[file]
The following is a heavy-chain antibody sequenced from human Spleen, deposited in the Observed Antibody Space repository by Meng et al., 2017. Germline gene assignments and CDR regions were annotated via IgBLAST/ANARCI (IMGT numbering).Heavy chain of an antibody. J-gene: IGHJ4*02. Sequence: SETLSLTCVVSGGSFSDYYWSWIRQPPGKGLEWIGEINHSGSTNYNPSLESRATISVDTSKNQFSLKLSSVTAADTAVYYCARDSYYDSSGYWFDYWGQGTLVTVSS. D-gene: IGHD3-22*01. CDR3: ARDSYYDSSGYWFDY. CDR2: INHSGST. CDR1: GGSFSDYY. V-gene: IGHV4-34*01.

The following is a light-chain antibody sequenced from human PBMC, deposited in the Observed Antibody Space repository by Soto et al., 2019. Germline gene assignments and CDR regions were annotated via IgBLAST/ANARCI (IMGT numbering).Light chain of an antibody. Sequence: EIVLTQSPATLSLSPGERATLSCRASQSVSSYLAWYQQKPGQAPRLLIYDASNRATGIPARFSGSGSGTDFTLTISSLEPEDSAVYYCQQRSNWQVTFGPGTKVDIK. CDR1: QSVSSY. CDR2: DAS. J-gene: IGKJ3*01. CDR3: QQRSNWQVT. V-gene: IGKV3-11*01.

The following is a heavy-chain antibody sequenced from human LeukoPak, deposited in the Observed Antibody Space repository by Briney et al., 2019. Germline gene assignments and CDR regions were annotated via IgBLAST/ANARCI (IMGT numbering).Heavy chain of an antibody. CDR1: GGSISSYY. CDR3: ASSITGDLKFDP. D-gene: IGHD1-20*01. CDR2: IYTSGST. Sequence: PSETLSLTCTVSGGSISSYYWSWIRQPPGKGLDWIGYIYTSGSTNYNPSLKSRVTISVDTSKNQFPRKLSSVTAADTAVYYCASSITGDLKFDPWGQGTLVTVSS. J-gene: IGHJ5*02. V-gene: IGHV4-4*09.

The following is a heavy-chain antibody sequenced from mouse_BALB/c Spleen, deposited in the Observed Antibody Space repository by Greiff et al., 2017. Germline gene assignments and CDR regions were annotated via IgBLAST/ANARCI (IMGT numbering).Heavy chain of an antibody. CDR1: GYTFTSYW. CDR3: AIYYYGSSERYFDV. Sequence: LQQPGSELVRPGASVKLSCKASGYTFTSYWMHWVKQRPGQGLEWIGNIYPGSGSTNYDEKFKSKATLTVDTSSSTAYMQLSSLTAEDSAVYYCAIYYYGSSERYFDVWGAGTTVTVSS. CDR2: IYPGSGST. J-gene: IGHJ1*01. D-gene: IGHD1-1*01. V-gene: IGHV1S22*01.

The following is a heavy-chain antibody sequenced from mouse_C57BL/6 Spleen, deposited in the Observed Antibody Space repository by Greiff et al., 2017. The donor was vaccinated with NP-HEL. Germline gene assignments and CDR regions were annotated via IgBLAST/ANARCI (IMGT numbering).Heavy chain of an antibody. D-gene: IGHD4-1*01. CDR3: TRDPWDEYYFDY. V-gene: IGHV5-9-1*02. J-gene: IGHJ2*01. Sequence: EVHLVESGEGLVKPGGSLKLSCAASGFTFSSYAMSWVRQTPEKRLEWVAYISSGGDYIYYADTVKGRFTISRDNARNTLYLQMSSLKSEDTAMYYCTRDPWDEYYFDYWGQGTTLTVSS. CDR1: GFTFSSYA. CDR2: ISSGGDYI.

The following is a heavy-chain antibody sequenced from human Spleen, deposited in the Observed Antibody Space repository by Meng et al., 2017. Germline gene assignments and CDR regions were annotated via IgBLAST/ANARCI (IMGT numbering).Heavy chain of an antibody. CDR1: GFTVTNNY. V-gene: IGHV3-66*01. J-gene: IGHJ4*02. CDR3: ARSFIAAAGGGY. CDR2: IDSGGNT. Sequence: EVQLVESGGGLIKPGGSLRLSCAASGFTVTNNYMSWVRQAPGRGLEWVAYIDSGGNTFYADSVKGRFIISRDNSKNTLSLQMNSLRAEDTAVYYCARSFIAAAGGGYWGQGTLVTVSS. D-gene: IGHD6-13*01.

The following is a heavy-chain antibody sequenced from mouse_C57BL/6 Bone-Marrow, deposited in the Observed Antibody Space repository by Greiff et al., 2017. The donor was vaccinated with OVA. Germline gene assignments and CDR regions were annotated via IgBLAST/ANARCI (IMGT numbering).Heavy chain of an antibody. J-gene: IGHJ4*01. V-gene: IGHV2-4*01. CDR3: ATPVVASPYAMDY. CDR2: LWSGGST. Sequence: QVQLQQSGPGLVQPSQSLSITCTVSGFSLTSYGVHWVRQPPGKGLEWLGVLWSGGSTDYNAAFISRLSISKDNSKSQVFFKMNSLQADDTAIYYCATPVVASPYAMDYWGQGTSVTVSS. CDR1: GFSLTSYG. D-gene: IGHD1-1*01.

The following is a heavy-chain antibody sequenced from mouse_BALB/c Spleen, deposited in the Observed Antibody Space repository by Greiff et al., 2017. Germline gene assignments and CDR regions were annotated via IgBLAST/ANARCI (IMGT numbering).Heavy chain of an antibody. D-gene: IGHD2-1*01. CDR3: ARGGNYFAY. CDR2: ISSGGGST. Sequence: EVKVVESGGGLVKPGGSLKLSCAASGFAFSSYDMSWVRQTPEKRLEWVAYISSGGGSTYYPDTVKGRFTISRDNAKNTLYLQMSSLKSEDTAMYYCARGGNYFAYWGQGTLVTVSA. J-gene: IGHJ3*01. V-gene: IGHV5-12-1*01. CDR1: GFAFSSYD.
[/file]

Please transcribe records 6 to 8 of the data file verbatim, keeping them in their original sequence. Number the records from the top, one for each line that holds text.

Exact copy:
The following is a heavy-chain antibody sequenced from human Spleen, deposited in the Observed Antibody Space repository by Meng et al., 2017. Germline gene assignments and CDR regions were annotated via IgBLAST/ANARCI (IMGT numbering).Heavy chain of an antibody. CDR1: GFTVTNNY. V-gene: IGHV3-66*01. J-gene: IGHJ4*02. CDR3: ARSFIAAAGGGY. CDR2: IDSGGNT. Sequence: EVQLVESGGGLIKPGGSLRLSCAASGFTVTNNYMSWVRQAPGRGLEWVAYIDSGGNTFYADSVKGRFIISRDNSKNTLSLQMNSLRAEDTAVYYCARSFIAAAGGGYWGQGTLVTVSS. D-gene: IGHD6-13*01.

The following is a heavy-chain antibody sequenced from mouse_C57BL/6 Bone-Marrow, deposited in the Observed Antibody Space repository by Greiff et al., 2017. The donor was vaccinated with OVA. Germline gene assignments and CDR regions were annotated via IgBLAST/ANARCI (IMGT numbering).Heavy chain of an antibody. J-gene: IGHJ4*01. V-gene: IGHV2-4*01. CDR3: ATPVVASPYAMDY. CDR2: LWSGGST. Sequence: QVQLQQSGPGLVQPSQSLSITCTVSGFSLTSYGVHWVRQPPGKGLEWLGVLWSGGSTDYNAAFISRLSISKDNSKSQVFFKMNSLQADDTAIYYCATPVVASPYAMDYWGQGTSVTVSS. CDR1: GFSLTSYG. D-gene: IGHD1-1*01.

The following is a heavy-chain antibody sequenced from mouse_BALB/c Spleen, deposited in the Observed Antibody Space repository by Greiff et al., 2017. Germline gene assignments and CDR regions were annotated via IgBLAST/ANARCI (IMGT numbering).Heavy chain of an antibody. D-gene: IGHD2-1*01. CDR3: ARGGNYFAY. CDR2: ISSGGGST. Sequence: EVKVVESGGGLVKPGGSLKLSCAASGFAFSSYDMSWVRQTPEKRLEWVAYISSGGGSTYYPDTVKGRFTISRDNAKNTLYLQMSSLKSEDTAMYYCARGGNYFAYWGQGTLVTVSA. J-gene: IGHJ3*01. V-gene: IGHV5-12-1*01. CDR1: GFAFSSYD.